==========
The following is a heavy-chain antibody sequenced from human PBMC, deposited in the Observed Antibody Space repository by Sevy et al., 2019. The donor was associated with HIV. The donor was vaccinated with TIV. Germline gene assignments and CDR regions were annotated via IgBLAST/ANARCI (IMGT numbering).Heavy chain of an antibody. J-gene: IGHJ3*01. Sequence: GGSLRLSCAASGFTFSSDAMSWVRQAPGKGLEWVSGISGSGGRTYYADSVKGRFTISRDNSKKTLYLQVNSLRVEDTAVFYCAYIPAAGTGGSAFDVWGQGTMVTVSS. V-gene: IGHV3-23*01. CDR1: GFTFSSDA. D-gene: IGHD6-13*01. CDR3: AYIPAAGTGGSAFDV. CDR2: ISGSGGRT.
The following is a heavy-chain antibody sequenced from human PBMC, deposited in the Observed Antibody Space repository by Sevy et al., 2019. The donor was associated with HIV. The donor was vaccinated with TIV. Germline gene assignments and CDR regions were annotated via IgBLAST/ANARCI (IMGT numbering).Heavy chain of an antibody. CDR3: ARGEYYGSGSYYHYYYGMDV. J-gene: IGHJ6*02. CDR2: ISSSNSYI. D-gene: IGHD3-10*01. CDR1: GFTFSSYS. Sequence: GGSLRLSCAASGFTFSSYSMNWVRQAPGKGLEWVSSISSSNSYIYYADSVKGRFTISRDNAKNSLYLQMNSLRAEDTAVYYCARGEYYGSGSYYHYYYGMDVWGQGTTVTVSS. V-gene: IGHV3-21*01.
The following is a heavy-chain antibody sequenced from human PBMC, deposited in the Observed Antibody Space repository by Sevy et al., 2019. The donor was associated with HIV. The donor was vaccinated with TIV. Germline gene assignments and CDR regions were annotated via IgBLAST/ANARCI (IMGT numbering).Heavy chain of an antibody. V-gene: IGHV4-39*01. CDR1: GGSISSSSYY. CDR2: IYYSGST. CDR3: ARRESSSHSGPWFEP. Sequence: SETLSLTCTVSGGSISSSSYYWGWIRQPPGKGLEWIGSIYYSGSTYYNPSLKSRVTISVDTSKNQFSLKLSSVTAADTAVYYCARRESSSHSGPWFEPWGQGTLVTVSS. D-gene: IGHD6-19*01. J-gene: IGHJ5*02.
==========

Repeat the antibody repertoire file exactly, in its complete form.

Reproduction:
The following is a heavy-chain antibody sequenced from human PBMC, deposited in the Observed Antibody Space repository by Sevy et al., 2019. The donor was associated with HIV. The donor was vaccinated with TIV. Germline gene assignments and CDR regions were annotated via IgBLAST/ANARCI (IMGT numbering).Heavy chain of an antibody. J-gene: IGHJ3*01. Sequence: GGSLRLSCAASGFTFSSDAMSWVRQAPGKGLEWVSGISGSGGRTYYADSVKGRFTISRDNSKKTLYLQVNSLRVEDTAVFYCAYIPAAGTGGSAFDVWGQGTMVTVSS. V-gene: IGHV3-23*01. CDR1: GFTFSSDA. D-gene: IGHD6-13*01. CDR3: AYIPAAGTGGSAFDV. CDR2: ISGSGGRT.
The following is a heavy-chain antibody sequenced from human PBMC, deposited in the Observed Antibody Space repository by Sevy et al., 2019. The donor was associated with HIV. The donor was vaccinated with TIV. Germline gene assignments and CDR regions were annotated via IgBLAST/ANARCI (IMGT numbering).Heavy chain of an antibody. CDR3: ARGEYYGSGSYYHYYYGMDV. J-gene: IGHJ6*02. CDR2: ISSSNSYI. D-gene: IGHD3-10*01. CDR1: GFTFSSYS. Sequence: GGSLRLSCAASGFTFSSYSMNWVRQAPGKGLEWVSSISSSNSYIYYADSVKGRFTISRDNAKNSLYLQMNSLRAEDTAVYYCARGEYYGSGSYYHYYYGMDVWGQGTTVTVSS. V-gene: IGHV3-21*01.
The following is a heavy-chain antibody sequenced from human PBMC, deposited in the Observed Antibody Space repository by Sevy et al., 2019. The donor was associated with HIV. The donor was vaccinated with TIV. Germline gene assignments and CDR regions were annotated via IgBLAST/ANARCI (IMGT numbering).Heavy chain of an antibody. V-gene: IGHV4-39*01. CDR1: GGSISSSSYY. CDR2: IYYSGST. CDR3: ARRESSSHSGPWFEP. Sequence: SETLSLTCTVSGGSISSSSYYWGWIRQPPGKGLEWIGSIYYSGSTYYNPSLKSRVTISVDTSKNQFSLKLSSVTAADTAVYYCARRESSSHSGPWFEPWGQGTLVTVSS. D-gene: IGHD6-19*01. J-gene: IGHJ5*02.